“You are not here merely to make a living. You are here in order to enable the world to live more amply, with greater vision, with a finer spirit of hope and achievement. You are here to enrich the world, and you impoverish yourself if you forget the errand.” — Woodrow Wilson, 28th American president
If we’re going to be an effective energy leader, then our work can’t be work. We need a job that isn’t a job, it’s a joy. When I love what I’m doing, I never have to go to work again. If I didn’t love the personal and organization improvement field, I wouldn’t study, note, and file hundreds of books and magazines each year. I wouldn’t produce the dozens of columns and articles I’ve written. If it were truly work, you couldn’t pay me enough to disrupt our family life and invest the huge amount of time and fussy detailed work involved in writing books. If I didn’t love designing and delivering improvement workshops or speaking at meetings and conventions, traveling to and standing in front of yet another group would be true drudgery.
I am often asked how I develop the discipline to research, prepare, write, etc. What discipline? That’s assuming I have to force myself to do this work. On the contrary, my problem is disciplining myself to not let my work completely take over my life. That’s because my work is highly aligned with my life purpose, vision, and values. So I am not working today, I am using this day to move one step closer to fulfilling a major part of why I exist.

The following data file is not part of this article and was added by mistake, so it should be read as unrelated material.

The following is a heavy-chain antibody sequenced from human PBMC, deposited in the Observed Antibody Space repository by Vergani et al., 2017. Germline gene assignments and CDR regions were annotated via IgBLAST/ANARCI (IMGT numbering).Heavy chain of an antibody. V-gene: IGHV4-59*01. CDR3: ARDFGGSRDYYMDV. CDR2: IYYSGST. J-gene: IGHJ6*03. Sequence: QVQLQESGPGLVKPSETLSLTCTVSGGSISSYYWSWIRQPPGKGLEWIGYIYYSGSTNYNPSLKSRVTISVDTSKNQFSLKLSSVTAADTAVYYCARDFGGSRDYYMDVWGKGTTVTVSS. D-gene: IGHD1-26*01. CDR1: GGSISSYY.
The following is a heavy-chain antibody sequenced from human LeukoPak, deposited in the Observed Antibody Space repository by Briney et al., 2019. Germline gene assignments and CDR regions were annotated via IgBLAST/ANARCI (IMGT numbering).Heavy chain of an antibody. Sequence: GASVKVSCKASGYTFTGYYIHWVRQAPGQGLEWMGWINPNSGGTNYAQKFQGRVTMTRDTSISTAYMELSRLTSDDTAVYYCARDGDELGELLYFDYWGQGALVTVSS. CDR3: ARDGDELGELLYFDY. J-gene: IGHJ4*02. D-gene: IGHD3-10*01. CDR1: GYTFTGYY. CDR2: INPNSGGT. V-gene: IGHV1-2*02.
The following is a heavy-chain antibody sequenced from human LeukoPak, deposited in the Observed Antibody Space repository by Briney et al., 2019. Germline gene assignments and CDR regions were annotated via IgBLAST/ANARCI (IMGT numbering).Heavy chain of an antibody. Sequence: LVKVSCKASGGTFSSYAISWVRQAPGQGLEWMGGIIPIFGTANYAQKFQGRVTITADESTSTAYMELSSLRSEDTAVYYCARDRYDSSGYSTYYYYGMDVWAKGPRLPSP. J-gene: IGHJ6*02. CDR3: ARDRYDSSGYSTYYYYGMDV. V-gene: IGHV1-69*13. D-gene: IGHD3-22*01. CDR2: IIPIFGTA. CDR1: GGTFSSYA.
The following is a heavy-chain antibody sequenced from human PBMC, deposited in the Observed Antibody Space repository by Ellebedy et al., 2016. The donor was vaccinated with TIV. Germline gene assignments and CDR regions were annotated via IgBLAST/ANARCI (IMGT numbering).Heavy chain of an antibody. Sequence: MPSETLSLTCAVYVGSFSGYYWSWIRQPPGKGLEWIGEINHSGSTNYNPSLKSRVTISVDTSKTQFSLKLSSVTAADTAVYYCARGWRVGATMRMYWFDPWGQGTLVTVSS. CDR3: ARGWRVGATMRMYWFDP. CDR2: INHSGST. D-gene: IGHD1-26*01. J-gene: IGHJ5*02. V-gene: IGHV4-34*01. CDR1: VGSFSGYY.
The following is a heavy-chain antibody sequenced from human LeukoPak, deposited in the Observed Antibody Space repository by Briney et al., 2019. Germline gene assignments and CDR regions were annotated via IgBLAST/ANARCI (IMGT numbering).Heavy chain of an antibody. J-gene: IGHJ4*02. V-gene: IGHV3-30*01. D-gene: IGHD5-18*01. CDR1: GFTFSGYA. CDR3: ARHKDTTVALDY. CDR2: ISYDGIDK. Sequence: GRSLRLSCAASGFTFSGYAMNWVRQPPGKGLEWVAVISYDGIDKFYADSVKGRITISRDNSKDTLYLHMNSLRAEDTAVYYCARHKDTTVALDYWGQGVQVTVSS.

We need to either find the work we love, or learn to love the work we have. Get passionate or get out. This is where some people succumb to the Victimitis Virus. “How can I do my life’s work when I am working flat out just to pay the bills now?” they ask. Well, if my current work isn’t energizing me so I can energize and lead others, I have four choices: (1) Do nothing but wish for my “fairy job mother” to magically appear and straighten out my life, (2) Get out of management so I stop dragging others down to my low energy level, (3) Figure out what my personal vision, values, and purpose are and transform my current job into my life’s work, (4) Figure out what my ideal job is and go find or create it.
The good news is we can find or create our ideal job. Career counsellor, Dick Bolles’ multi-million copy bestseller, What Color Is Your Parachute? has been edited and updated every year since it was first published in 1970. I have found it very helpful in clarifying my life’s work and identifying my ideal job. In another of his excellent career management books, The Three Boxes of Life, Bolles reports on his ongoing and extensive career research: “In the National Career Development Project, we have amassed a lot of evidence that. . . people of every imaginable background, age, sex, race, education, and skills can deliberately set about to find a job that gives them a sense of meaning and mission in life.”
The bad news is, if we haven’t done much thinking in this area already, it takes a lot of hard, agonizing work to figure out where we want to go and why. Then the real time consuming and most difficult effort is transforming ourselves into that person, developing the skills we need, capitalizing on and creating our opportunities to move forward.
I decided in 1976 that I wanted to be a professional speaker. I gave my first paid presentation (after hundreds of unpaid ones) in 1985 (I felt I had to earn the right to give advice to others and learn how to deliver it effectively first). With my first book, it took four years and about 1,400 hours of part-time evening and weekend work to go from concept to holding the completed book in my hands.